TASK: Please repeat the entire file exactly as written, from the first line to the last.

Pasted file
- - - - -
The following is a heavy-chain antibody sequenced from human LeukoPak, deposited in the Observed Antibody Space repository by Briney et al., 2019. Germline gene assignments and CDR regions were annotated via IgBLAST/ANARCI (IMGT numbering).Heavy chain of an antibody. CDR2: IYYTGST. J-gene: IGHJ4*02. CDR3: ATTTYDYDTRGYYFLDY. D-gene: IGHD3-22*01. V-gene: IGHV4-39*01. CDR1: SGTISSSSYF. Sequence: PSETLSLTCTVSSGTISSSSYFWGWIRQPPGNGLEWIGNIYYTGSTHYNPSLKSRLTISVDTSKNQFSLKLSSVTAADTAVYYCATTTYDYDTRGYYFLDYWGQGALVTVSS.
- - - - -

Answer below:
The following is a heavy-chain antibody sequenced from human LeukoPak, deposited in the Observed Antibody Space repository by Briney et al., 2019. Germline gene assignments and CDR regions were annotated via IgBLAST/ANARCI (IMGT numbering).Heavy chain of an antibody. CDR2: IYYTGST. J-gene: IGHJ4*02. CDR3: ATTTYDYDTRGYYFLDY. D-gene: IGHD3-22*01. V-gene: IGHV4-39*01. CDR1: SGTISSSSYF. Sequence: PSETLSLTCTVSSGTISSSSYFWGWIRQPPGNGLEWIGNIYYTGSTHYNPSLKSRLTISVDTSKNQFSLKLSSVTAADTAVYYCATTTYDYDTRGYYFLDYWGQGALVTVSS.